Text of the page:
Vegetative cover slows the speed of falling rain and prevents soil erosion and gully formation — the precursors to landslides and floods. Dense vegetation, by evapotranspiration, also stops nearly 30-40 per cent of rainwater from falling to the ground, thereby significantly reducing run-off. Besides holding the soil together, forests and soil soak water from the rain, release it slowly and prevent water flowing as run-off. So, deforestation brings about slope destabilisation, landslides and floods. Given that the Himalayan range is geologically young and still rising, it makes the area vulnerable to erosion and instability. Therefore, it is all the more necessary to take land use change more seriously.

Two, there is mounting evidence that global warming is fast catching up with the Himalaya. In a recent study, we reported that Himalayan ecosystems have experienced faster rates of warming in the last 100 years and more than the European Alps or other mountain ranges of the world. In such a scenario, we expect faster melting of glaciers causing higher water discharges in the Himalayan rivers.

Expanding settlements

Three, expanding human settlements and urbanisation which, besides bringing about land use changes offer themselves as easy targets to the fury of natural forces. While it is important to appreciate the aspirations of the local people and their economic activities, there cannot be a lack of enforcement of land use control laws on the part of local governments and officials. Huge building construction, cheap hotels and individual dwellings at Uttarkashi, on the banks of the Assi and Bhagirathi rivers have been allowed. There is little buffer between the river and the human settlements.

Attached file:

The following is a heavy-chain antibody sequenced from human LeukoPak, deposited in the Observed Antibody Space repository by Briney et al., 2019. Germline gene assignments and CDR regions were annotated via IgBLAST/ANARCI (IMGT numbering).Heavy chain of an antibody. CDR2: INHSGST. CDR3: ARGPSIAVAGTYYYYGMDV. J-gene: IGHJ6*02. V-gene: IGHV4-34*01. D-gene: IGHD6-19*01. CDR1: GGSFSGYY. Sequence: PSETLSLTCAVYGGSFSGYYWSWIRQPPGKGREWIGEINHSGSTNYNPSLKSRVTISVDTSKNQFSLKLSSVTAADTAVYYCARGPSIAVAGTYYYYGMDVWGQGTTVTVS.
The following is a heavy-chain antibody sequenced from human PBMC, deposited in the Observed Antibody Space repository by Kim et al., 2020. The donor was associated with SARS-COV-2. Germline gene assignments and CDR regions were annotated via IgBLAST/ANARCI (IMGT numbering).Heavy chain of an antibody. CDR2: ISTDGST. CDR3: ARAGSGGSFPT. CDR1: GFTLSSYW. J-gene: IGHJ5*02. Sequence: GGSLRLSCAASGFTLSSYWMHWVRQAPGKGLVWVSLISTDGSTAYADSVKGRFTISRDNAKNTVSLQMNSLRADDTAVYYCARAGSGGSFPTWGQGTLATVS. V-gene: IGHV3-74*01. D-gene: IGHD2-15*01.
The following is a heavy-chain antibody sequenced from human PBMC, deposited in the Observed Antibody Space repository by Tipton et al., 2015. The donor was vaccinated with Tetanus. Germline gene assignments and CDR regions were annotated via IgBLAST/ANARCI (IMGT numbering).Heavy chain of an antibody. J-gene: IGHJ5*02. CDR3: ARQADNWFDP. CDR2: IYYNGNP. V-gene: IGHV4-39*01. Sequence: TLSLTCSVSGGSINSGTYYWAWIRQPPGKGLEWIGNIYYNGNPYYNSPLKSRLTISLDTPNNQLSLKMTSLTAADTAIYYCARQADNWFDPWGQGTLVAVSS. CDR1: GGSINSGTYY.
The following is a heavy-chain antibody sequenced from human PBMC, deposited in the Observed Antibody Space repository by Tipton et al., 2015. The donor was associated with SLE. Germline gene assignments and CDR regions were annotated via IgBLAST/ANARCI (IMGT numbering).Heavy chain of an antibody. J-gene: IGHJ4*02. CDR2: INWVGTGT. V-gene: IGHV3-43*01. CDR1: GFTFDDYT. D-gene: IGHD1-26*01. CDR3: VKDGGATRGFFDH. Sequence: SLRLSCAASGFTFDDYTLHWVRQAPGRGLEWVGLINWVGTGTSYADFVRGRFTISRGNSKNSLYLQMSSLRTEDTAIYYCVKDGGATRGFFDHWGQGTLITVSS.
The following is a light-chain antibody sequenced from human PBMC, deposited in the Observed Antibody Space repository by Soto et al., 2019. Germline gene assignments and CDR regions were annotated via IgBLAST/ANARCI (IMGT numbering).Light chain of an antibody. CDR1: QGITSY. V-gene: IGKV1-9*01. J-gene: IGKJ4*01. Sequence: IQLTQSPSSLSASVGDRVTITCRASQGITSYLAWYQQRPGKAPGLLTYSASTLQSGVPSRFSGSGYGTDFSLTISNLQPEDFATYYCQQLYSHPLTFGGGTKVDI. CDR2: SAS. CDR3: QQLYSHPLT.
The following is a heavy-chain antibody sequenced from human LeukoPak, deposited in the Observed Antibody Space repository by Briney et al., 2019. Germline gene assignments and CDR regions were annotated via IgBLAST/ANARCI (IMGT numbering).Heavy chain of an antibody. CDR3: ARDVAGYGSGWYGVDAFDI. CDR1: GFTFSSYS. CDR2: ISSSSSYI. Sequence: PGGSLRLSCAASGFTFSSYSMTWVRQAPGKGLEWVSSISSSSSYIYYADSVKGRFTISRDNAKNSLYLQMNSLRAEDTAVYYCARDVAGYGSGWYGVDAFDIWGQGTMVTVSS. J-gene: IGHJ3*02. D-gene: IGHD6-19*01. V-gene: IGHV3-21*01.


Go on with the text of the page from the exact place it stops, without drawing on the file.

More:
Four, large-scale dam building in recent years has caused massive land use changes with ensuing problems in the Himalayan watersheds. Hydropower and allied construction activities are potential sources of slope weakening and destabilisation. Massive intervention in the Himalayan ecosystems through manipulation of rivers and their hydrology, is linked to what we are witnessing today. Most downstream damage in otherwise flood-free areas is caused by dams and barrages, which release large volumes of water to safeguard engineering structures. Dam operators often release more water during rains than the carrying capacity of downstream areas, causing floods.


Five, neo-religious movements, linked to changing socio-political developments in India, are responsible for significant human movement into the Himalaya beyond the region’s carrying capacity, whether it is Amarnath in Jammu & Kashmir, Kedarnath, Badrinath, Gangotri and Hemkund in Uttarakhand.

The heavy pilgrim population has also resulted in the mushrooming of shanty towns, cheap accommodation and numerous ramshackle buildings along river banks.

What is the road ahead? There needs to be an integrated policy on the Himalayan environment and development. Enough information is available in the public domain, which only needs to be put together and looked at in a cohesive manner. Himalayan State governments need to consider imposing high environmental tax on visitors, particularly during summer and monsoon months. Heavily sizing down pilgrim numbers in fragile areas must begin. All vulnerable buildings need to be either secured or relocated away from rivers. Governments must impose penalties on building structures within 200 metres of river banks. Hydropower policy must consider building fewer dams and prioritise those that have the least environmental and social costs. Independent and serious monitoring of the catchment area treatment plans proposed by Forest Departments with funds from hydropower companies needs to be carried out and reported to the Green Tribunal.